I Went Around and Around With This One
Bridgeport (Google Maps Location)
September 20, 2008
I did not know there was a “carousel museum” at the Beardsley Zoo until I saw a sign there stating such. After poking around inside I never really saw “museum” type things. And even after Googling it at home for a few minutes I still was not convinced this was a real museum.
However, the City of Bridgeport website bailed me out, stating, “There are areas strictly for people at the Beardsley Zoo as well, including a Museum and a restored Carousel housed in a Victorian-style building. The carousel’s restored wooden horses are the magnificent work of artists Charles Carmel and Marcus Illions, originally made for the historic Pleasure Beach Carousel. Rides are only $2.00 each.”
I have my two pieces of corroborating evidence and now I shall report on this now official museum. After checking out the Beardsley Zoo for a couple hours, we almost left without seeing the carousel. Damian has never enjoyed riding them however Hoang wanted to see everything the zoo had to offer, so we walked up to the carousel building.
That’s when I saw the sign; a museum! A museum that was not on my list of Connecticut museums?! I was woozy with confusion and excitement. Once inside, I quickly noticed that there really wasn’t anything explaining the carousel or carousels in general. Then again, with a Carousel Museum in Bristol and the Bushnell Carousel in Hartford (which is actually part of the Bristol Museum), there’s enough in the state to teach us about carousels.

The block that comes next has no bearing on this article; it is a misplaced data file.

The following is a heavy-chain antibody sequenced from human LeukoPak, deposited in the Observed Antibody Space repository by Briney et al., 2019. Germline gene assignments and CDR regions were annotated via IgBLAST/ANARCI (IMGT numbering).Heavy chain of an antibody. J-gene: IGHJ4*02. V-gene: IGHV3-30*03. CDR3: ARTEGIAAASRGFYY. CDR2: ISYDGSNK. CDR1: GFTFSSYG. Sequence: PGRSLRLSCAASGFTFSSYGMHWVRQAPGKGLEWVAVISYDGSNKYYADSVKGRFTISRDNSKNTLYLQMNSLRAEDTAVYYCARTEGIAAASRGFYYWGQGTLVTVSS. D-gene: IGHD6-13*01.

Even though this one is much quieter and slower than the other two he’s ridden, Damian wasn’t into it. So we walked along the rounded walls and noted the 70 or so historical carousel mounts. They were pretty much just all horses – which is weird because the working carousel had all sorts of animals on it, playing up its location at the zoo. Definitely unique and pretty cool.
Many of the mounts were from the now abandoned Pleasure Beach, also in Bridgeport. Pleasure Beach is a portion of the Connecticut barrier beach that extends 2-1/2 miles easterly from Point No Point in Stratford.
From 1892 until 1958, it was home to a popular amusement park of the same name. From 1904 to 1919, it was called “Steeplechase Island.” The island was accessible only by ferry service and a wooden swing bridge built in 1919 to carry automobiles and pedestrians. Remaining structures from the amusement park are the carousel, dodge-’em car enclosure, and beer garden.
After a portion of the bridge burned in 1996, Pleasure Beach was cut off and became accessible only by a lengthy trek along the shoreline, or by small private boats from the mainland. This has severely limited access and allowed nature to be undisturbed.
The bottom line here is that this isn’t really a museum, but since they have a sign and the town saying it is, I’m not going to argue. I learned nothing here at all, except that flying panda bears eating bamboo look kind of creepy.